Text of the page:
State Standards Must Bring State Money, County Says

September 06, 1991|By Dianne Williams Hayes | Dianne Williams Hayes,Staff writer

County school officials say the state must be prepared to help foot the bill if a seven-period school day is required to meet new graduation requirements proposed by the state Board of Education.

Adding a period would cost the county $500,000 for materials and supplies and $4 million for new teacher hires -- unless the teachers union agrees to amend the contract and allow its members to teach six periods a day.

Under the state's plan, graduation requirements would be increased from 20 to 21 credits, 19 of which would be mandated by the state -- including all four history credits. Little time would be left for electives, such as home economics and some advanced placement courses that require prerequisites.

During a school board meeting Wednesday, representatives from the Teachers Association of Anne Arundel County had harsh words for Gov. William Donald Schaefer and the state board. TAAAC president Tom Paolino charged the state was moving too fastwith too little thought, with a goal of propelling Schaefer's career.

"I have some great concerns and so do our members," Paolino said. "They are imposing what students can choose to take. They are dropping practical arts. That's where students learn the things they need to know to be functioning adults.

"Required community service is forced volunteerism. We have thousands of volunteers in the school system, but they chose to be there. In our society today, the only people required to do volunteer work are convicted criminals."

The mostcontroversial part of the state's proposal involves the requirement of 75 hours of community service. The idea of mandating student service earned mixed reviews from board members, but they warned that keeping track of student hours may be chaotic.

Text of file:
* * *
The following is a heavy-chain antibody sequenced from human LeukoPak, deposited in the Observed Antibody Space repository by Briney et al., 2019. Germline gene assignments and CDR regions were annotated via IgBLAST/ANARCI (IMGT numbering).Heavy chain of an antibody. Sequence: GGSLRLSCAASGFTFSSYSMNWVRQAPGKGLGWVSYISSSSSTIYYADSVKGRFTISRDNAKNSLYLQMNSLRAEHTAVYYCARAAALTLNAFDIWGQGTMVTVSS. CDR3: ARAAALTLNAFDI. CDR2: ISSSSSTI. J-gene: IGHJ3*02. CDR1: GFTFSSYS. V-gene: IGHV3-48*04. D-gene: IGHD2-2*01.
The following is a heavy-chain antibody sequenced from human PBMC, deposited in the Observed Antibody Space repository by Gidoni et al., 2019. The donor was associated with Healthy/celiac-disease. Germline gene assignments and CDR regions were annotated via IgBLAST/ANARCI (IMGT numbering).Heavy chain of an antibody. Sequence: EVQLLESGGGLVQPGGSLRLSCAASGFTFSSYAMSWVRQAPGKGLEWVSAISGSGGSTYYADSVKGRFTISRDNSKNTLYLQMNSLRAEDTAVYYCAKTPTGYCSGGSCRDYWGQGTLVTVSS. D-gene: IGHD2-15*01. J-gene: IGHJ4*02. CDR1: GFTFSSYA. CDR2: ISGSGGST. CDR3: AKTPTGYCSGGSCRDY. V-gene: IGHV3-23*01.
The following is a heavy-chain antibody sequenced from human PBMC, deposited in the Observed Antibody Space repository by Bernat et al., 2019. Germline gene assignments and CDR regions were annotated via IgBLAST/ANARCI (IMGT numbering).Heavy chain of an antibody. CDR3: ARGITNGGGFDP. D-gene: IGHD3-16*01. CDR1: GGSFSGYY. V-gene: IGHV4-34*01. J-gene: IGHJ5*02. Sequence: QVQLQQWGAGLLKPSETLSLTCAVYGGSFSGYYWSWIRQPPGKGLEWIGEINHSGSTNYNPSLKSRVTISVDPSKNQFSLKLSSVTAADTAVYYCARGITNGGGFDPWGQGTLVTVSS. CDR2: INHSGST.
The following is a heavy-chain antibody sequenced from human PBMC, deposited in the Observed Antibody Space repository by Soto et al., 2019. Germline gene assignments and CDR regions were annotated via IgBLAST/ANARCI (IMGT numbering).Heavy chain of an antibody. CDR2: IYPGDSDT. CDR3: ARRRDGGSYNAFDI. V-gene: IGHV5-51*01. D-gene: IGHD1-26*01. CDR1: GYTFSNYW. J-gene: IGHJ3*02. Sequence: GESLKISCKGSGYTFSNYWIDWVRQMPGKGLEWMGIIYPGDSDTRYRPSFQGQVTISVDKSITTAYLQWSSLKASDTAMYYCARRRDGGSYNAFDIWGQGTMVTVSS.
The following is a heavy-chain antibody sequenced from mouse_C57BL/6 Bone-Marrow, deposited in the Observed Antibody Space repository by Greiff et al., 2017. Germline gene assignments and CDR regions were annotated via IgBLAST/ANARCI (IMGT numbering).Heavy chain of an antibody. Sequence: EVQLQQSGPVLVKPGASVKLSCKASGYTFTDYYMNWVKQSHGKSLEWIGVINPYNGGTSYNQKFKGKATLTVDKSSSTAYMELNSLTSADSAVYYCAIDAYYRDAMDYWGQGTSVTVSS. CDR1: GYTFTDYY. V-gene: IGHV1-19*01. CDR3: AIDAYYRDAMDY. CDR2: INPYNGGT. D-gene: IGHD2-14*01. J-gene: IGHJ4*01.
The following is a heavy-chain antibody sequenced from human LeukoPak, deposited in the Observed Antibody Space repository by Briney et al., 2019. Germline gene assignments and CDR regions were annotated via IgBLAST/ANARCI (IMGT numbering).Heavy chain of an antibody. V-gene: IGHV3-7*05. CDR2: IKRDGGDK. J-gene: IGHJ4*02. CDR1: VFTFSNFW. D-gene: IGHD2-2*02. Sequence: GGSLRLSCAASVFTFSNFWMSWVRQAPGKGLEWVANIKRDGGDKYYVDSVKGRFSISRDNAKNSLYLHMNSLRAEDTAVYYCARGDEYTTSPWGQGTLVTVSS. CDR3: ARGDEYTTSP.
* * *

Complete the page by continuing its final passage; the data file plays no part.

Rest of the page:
Cheryl Wilhoyte, assistant superintendent for instruction, said more information is needed on how the requirement would be carried out and what types of volunteer work would count. Questions were also raised concerning transportation for students going to sites.

"Being against 75 hours of community service is like being against motherhood and apple pie," board president Jo Ann Tollenger said. "I don't support it being mandatory. Idon't support forcing them to do volunteer work."

Parent-Teacher Association president Carolyn Roeding said she is concerned for learning-disabled students who already are struggling to meet current graduation requirements.

But school board member Vincent Leggett said he supports the concept of encouraging volunteerism.

"I do know that the concept has merit," Leggett said. "It's the practical questions that have to be answered, as to how we fit it into our world and schedules. There are a lot of volunteers, but I don't see the ranks being replenished at the rate of attrition. We need to find some way to spark and sustain the interest."

Student board member Miecha Werwie suggested that community service be offered as a class, or that students receive special commendations for their work instead of requiring it.

"We should encourage students to participate in public service -- it's important for college and jobs," Werwie said. "But there is a better way other than requiring it."

A public hearing has been scheduled for Oct. 29 at the State Board of Education, 200 W. Baltimore St. in Baltimore. Those who wish to speak during the meeting should call 333-2202.

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